Israel op against Hezbollah tunnels inflames concerns

YUSUF SELMAN İNANÇ @yusufsinanc
ISTANBUL
Published
Israeli machinery operates behind the Israel-Lebanon border wall, Dec. 4.
Israeli machinery operates behind the Israel-Lebanon border wall, Dec. 4.

The Israeli army has declared that it carried out an operation on tunnels allegedly built by Hezbollah, the result of which heightened concerns about the already fragile stability in Lebanon

Israel and Hezbollah confronted each other once again because of tunnels that were once used by militants to allegedly infiltrate into Israel to carry out attacks. The tunnels were not operational, according to the Israeli Defense Forces (IDF), but had to be dealt with to "expose and thwart" the threat. Though the operation may not be significant enough to lead to a clash between the two, it does risk disrupting the already fragile situation.

Israel considers Hezbollah an extension of Iranian power and influence in the region and regards the resignation of Lebanese Prime Minister Saad Hariri as a move that will cause more instability along its border with Lebanon, which is under its occupation. Since the war in Syria broke out, Israel had been quietly carrying out airstrikes in Syria, mainly targeting the regime and Iranian bases. Israel has repeatedly claimed that Iran was building military bases near the Golan Heights and providing military equipment to the Lebanese-based Hezbollah, including the necessary materials to make nuclear weapons.

Although Israeli officials have not provided sufficient information about the tunnels, including their numbers, how many of them stretch into Israeli lands or what they had been used for, Lt. Col. Jonathan Conricus, a military spokesman for the Israeli army, said they see Hezbollah's activities as a flagrant and blatant violation of Israeli sovereignty. This activity is another example of the negative effects of Iranian entrenchment in the region. It was also reported that the Lebanese military was observing the country's border with Israel.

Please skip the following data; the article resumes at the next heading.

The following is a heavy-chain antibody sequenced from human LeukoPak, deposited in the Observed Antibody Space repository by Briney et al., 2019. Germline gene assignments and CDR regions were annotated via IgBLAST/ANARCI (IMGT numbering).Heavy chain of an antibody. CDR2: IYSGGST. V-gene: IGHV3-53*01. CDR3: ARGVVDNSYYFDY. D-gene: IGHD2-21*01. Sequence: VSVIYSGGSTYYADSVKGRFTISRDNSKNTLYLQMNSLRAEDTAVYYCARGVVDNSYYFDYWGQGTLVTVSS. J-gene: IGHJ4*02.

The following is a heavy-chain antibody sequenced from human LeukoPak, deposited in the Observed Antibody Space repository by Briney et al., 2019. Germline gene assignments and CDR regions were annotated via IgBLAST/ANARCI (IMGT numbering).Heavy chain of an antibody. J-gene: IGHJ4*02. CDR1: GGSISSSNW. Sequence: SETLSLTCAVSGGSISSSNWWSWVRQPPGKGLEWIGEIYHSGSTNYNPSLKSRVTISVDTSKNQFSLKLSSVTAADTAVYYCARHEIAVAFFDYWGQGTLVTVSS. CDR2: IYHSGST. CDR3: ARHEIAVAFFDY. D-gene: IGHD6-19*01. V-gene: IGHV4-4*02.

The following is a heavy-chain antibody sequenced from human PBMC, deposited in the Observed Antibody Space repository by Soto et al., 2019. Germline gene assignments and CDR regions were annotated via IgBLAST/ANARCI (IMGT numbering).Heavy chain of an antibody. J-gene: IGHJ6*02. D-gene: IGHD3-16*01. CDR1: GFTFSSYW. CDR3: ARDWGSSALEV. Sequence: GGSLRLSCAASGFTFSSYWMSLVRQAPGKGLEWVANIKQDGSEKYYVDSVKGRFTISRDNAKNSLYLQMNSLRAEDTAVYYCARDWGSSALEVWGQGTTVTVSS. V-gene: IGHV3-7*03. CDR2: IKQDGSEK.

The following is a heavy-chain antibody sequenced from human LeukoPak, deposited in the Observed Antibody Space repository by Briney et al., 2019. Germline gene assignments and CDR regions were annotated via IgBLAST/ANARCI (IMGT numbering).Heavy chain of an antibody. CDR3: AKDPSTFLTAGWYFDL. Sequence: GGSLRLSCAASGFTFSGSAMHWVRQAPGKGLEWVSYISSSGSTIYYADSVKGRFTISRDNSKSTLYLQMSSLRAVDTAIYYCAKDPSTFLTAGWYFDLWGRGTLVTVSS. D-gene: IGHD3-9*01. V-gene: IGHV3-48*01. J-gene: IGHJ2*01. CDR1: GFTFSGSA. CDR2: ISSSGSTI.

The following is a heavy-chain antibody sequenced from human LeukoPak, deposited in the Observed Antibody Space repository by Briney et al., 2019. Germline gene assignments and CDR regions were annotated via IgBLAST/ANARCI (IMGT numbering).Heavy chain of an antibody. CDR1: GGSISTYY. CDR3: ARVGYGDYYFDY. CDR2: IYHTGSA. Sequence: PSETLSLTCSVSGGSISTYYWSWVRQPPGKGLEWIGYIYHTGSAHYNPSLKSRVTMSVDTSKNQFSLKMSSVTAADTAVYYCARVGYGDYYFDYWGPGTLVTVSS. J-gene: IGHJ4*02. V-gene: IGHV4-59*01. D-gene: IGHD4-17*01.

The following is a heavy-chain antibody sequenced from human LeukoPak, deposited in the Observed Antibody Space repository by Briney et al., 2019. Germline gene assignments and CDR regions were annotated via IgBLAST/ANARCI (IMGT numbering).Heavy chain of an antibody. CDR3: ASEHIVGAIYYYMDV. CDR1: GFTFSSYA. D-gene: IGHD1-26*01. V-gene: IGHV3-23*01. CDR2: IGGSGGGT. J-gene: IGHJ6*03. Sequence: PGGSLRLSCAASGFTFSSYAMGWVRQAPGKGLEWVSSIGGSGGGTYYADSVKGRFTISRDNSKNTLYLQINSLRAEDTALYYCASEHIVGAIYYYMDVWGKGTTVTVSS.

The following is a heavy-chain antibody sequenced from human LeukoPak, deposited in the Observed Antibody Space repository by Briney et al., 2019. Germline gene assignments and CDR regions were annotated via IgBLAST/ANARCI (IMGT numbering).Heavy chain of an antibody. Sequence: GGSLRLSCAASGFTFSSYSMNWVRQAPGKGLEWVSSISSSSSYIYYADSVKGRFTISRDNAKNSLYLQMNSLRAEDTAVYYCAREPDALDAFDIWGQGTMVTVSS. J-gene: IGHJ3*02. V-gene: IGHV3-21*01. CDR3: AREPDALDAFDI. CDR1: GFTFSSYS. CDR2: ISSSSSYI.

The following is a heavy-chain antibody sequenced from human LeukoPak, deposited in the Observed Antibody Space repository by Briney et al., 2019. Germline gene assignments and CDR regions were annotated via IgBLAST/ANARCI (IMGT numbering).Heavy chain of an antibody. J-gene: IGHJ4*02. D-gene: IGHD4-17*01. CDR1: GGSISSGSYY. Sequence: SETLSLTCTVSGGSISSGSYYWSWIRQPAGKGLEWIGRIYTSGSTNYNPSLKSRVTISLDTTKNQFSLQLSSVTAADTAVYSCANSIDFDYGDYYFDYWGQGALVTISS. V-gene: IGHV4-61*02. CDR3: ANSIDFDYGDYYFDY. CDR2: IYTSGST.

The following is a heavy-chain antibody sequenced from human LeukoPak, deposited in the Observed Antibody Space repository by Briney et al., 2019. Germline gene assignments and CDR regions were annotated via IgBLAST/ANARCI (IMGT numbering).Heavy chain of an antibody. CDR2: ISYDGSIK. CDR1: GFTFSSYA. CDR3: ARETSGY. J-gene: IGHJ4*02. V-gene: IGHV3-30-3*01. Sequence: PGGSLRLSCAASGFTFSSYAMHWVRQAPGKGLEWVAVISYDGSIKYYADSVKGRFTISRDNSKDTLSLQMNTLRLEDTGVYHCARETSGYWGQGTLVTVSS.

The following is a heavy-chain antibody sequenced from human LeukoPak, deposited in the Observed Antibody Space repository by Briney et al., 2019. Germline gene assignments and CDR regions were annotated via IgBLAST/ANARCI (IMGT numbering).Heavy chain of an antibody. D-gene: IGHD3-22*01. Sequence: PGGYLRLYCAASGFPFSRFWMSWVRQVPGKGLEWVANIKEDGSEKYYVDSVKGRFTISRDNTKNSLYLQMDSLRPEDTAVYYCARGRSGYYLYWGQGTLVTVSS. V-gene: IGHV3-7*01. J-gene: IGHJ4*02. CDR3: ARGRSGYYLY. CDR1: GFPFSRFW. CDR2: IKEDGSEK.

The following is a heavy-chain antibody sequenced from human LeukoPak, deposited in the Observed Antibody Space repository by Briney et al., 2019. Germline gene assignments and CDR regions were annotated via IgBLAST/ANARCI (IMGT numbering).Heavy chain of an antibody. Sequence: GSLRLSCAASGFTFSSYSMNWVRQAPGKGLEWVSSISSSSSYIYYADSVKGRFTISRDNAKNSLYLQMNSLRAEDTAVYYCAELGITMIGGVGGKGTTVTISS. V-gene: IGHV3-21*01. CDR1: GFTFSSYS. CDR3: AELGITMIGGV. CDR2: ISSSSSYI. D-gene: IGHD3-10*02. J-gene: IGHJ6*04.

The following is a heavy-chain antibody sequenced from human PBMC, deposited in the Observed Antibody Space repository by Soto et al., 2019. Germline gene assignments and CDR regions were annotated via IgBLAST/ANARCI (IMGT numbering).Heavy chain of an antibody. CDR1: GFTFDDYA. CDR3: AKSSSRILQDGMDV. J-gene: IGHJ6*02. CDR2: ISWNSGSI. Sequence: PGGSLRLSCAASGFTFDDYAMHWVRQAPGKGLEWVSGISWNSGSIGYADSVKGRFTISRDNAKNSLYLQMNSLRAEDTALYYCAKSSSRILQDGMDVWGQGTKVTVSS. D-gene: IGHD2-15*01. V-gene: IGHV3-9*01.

Iran and its ally Hezbollah, in contrast, seem more comfortable, delivering bravado-laden statements in which they claim that Israel will be devastated in the case of an eruption of a new war, as it did in 2006. Hezbollah also alleged that none its militants were hurt in the Israeli airstrikes in Syria last week. Meanwhile, Iran showed off by launching a new warship and testing a ballistic missile.

Israeli officials, primarily Israeli Prime Minister Benjamin Netanyahu, have long been delivering the message that an operation on Hezbollah would be carried out. The prime minister in September said they had spotted Hezbollah's active zones, where the group allegedly was converting "inaccurate projectiles." A few days ago, on a TV program, he also indicated that an operation was coming.

Lebanon has suffered from political deadlock since pro-Hezbollah parties won the race in the last election, after which forming a government became a difficult issue. Moreover, the ongoing war in Syria and the involvement of both the regional and international actors have worsened the situation in the country, undermining its fragile stability. Therefore, any move by Israel is considered dangerous on the grounds that it may lead to a new series of clashes.

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